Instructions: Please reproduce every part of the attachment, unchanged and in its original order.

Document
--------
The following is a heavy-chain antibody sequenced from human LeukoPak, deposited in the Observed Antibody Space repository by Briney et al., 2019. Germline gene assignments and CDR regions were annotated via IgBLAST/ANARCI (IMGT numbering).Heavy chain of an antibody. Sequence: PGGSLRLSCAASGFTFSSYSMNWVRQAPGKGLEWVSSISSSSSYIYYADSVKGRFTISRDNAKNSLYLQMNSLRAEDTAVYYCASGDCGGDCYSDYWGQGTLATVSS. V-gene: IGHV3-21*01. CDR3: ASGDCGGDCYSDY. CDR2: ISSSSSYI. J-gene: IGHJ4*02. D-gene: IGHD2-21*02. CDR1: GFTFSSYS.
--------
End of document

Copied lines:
The following is a heavy-chain antibody sequenced from human LeukoPak, deposited in the Observed Antibody Space repository by Briney et al., 2019. Germline gene assignments and CDR regions were annotated via IgBLAST/ANARCI (IMGT numbering).Heavy chain of an antibody. Sequence: PGGSLRLSCAASGFTFSSYSMNWVRQAPGKGLEWVSSISSSSSYIYYADSVKGRFTISRDNAKNSLYLQMNSLRAEDTAVYYCASGDCGGDCYSDYWGQGTLATVSS. V-gene: IGHV3-21*01. CDR3: ASGDCGGDCYSDY. CDR2: ISSSSSYI. J-gene: IGHJ4*02. D-gene: IGHD2-21*02. CDR1: GFTFSSYS.